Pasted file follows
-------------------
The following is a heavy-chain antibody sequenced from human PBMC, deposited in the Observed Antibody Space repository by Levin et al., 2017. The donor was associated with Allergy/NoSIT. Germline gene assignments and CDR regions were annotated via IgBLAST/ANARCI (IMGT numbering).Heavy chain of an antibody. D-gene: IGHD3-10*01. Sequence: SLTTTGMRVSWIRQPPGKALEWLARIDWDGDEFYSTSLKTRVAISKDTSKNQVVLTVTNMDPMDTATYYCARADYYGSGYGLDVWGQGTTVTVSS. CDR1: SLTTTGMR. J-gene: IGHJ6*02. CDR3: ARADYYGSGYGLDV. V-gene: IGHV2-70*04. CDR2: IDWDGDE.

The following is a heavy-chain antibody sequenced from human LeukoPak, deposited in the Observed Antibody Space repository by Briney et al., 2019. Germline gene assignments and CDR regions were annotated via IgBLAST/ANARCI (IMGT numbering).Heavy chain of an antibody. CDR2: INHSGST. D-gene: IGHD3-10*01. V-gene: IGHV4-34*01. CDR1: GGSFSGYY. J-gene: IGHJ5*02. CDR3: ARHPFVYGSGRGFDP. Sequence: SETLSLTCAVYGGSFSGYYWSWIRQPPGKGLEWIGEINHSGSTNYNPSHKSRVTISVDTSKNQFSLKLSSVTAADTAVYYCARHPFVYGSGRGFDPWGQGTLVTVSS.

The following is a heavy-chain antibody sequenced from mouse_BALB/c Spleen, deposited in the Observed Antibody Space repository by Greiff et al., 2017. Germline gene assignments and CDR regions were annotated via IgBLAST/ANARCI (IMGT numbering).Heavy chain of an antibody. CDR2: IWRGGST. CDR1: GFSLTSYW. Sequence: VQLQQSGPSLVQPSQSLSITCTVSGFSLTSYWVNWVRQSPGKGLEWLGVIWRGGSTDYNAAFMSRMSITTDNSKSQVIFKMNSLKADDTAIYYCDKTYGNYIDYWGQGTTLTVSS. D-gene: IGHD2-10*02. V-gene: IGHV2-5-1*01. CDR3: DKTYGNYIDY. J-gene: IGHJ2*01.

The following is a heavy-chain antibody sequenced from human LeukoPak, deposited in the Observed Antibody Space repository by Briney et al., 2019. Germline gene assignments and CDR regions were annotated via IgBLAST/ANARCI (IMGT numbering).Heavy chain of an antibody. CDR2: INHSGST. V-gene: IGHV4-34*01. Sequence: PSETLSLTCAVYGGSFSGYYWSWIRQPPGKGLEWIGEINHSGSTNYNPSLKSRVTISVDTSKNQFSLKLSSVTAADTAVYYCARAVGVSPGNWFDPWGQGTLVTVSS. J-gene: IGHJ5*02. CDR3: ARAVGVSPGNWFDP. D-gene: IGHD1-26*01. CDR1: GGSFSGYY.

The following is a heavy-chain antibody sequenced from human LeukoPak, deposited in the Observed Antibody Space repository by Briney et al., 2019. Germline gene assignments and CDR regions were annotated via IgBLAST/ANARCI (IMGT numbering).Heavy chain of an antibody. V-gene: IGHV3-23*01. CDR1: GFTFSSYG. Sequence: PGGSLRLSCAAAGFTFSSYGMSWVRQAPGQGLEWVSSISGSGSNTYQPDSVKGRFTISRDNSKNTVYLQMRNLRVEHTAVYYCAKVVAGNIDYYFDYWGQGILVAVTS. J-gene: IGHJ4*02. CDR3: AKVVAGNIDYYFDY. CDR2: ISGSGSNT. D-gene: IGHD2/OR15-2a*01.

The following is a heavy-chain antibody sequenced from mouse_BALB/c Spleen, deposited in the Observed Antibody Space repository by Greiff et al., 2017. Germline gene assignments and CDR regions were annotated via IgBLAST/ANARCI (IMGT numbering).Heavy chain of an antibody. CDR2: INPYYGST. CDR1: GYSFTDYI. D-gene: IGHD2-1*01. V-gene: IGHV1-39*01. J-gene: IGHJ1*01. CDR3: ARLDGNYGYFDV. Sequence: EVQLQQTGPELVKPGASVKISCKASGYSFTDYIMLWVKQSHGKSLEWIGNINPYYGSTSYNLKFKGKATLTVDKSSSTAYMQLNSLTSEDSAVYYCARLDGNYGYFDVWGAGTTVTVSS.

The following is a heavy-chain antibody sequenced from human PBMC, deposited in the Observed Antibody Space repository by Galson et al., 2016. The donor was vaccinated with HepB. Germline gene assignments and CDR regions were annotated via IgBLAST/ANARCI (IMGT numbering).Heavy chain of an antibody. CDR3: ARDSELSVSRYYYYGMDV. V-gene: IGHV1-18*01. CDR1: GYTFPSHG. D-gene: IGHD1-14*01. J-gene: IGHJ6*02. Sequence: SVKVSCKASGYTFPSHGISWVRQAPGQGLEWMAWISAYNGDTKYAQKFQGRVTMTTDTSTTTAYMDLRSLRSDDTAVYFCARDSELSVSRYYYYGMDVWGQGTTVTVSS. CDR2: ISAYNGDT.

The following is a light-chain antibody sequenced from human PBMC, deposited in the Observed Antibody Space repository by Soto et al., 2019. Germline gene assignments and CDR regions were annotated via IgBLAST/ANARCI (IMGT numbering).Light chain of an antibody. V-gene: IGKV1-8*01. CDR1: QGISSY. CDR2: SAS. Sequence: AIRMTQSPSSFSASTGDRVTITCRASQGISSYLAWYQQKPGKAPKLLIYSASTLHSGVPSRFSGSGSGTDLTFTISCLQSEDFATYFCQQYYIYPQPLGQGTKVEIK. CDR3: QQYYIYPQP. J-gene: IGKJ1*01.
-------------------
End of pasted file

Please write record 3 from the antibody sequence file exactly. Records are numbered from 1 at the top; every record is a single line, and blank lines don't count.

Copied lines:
The following is a heavy-chain antibody sequenced from mouse_BALB/c Spleen, deposited in the Observed Antibody Space repository by Greiff et al., 2017. Germline gene assignments and CDR regions were annotated via IgBLAST/ANARCI (IMGT numbering).Heavy chain of an antibody. CDR2: IWRGGST. CDR1: GFSLTSYW. Sequence: VQLQQSGPSLVQPSQSLSITCTVSGFSLTSYWVNWVRQSPGKGLEWLGVIWRGGSTDYNAAFMSRMSITTDNSKSQVIFKMNSLKADDTAIYYCDKTYGNYIDYWGQGTTLTVSS. D-gene: IGHD2-10*02. V-gene: IGHV2-5-1*01. CDR3: DKTYGNYIDY. J-gene: IGHJ2*01.